The Legal Entity Identifier initiative was born out of the G20 measures put in place to reduce systemic risk, at the same time as the declaration which led to rules such as EMIR and the Dodd Frank Act being enacted. The rationale for the initiative is to form a global and reliable list of each counterparty, in order to be able to identify the party of exposure in a concentrated risk situation. MiFID II requires those who report to use LEIs to identify “counterparties” using a LEI. LEIs will also be mandatory for EMIR reporting with the changes coming on 1st November 2017(see here).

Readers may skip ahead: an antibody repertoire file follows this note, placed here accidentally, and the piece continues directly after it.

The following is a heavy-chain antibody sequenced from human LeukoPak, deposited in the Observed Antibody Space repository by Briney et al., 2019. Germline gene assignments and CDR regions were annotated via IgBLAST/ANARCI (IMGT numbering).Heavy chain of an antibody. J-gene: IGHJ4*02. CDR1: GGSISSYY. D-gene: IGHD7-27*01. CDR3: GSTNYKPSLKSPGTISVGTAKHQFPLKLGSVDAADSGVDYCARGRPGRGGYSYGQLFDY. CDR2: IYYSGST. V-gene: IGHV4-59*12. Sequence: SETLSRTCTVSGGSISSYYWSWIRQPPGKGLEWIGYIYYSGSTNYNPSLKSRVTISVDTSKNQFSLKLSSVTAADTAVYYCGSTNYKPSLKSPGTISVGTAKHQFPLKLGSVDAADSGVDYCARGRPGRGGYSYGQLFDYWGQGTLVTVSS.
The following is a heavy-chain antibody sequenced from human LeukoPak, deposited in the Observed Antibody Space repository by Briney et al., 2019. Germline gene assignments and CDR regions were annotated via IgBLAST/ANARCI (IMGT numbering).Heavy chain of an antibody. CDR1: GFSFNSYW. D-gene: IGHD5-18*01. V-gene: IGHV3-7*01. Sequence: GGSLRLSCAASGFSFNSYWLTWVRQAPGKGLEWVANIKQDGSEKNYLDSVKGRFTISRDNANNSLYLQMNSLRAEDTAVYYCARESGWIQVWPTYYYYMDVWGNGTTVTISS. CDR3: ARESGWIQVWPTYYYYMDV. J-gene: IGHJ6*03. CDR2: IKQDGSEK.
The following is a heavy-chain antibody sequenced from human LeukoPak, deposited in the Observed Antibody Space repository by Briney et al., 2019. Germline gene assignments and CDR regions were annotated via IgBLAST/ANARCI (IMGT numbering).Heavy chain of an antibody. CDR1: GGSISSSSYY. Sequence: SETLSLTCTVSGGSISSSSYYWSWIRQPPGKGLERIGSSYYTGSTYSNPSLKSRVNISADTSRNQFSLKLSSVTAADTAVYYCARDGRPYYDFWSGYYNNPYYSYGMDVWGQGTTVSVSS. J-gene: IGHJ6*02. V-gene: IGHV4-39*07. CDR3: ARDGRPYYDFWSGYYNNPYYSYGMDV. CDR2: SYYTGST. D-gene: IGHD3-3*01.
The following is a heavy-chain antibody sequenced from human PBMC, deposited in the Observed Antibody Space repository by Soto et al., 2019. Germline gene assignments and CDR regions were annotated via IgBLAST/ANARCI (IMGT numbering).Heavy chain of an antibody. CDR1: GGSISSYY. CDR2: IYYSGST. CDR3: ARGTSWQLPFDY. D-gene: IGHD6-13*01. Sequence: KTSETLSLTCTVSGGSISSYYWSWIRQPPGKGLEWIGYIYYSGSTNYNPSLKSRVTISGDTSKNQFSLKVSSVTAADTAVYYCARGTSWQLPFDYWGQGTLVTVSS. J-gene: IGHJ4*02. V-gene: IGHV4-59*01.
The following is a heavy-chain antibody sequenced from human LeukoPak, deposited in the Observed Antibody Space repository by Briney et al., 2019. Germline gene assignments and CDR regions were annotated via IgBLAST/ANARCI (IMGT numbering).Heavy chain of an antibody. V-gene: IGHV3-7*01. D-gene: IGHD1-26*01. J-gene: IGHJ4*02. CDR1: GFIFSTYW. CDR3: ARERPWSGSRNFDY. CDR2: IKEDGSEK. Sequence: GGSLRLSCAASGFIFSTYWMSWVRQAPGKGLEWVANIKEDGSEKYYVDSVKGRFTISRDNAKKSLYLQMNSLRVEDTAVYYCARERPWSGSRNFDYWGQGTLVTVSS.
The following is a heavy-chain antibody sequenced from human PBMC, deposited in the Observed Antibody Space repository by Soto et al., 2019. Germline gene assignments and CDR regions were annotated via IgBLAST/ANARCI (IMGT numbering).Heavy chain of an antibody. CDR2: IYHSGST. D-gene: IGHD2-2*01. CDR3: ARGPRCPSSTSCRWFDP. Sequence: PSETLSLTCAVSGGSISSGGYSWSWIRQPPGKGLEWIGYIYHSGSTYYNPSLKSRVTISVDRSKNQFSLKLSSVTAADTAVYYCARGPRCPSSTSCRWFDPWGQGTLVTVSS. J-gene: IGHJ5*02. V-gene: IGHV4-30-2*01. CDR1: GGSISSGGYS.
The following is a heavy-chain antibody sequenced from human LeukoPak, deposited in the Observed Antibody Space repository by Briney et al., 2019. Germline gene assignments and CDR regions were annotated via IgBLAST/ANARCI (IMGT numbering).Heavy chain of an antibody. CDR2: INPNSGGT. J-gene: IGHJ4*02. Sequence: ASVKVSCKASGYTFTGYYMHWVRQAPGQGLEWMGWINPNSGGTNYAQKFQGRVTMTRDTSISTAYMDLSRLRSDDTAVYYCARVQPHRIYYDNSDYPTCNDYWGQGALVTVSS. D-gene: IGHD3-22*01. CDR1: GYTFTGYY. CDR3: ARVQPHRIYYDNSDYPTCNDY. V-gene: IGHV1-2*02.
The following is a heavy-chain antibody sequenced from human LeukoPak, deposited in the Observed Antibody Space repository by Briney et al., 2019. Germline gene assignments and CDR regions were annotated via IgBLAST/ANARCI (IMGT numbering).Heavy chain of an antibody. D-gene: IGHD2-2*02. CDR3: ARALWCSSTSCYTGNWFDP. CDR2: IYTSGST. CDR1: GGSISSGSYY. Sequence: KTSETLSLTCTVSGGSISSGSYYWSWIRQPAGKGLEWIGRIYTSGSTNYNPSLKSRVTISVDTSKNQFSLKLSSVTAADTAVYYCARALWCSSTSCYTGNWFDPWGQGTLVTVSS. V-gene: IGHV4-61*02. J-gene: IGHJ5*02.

The UK’s Financial Conduct Authority(FCA) has reminded the market of the requirement in the latest Market Watch newsletter, which can be found here. A more detailed background into LEIs can be found in this article on the Bobs Guide web site by David Beach.
LEI adoption has been particularly slow in Asia. Many counterparty with connections to Europe will need to obtain an LEI in time for MiFID II. While MiFID II overall has a limited effect on some counterparties (for example see here on the FT web site), it will be necessary for many to obtain an LEI, as reported in this article on the Global Trading web site.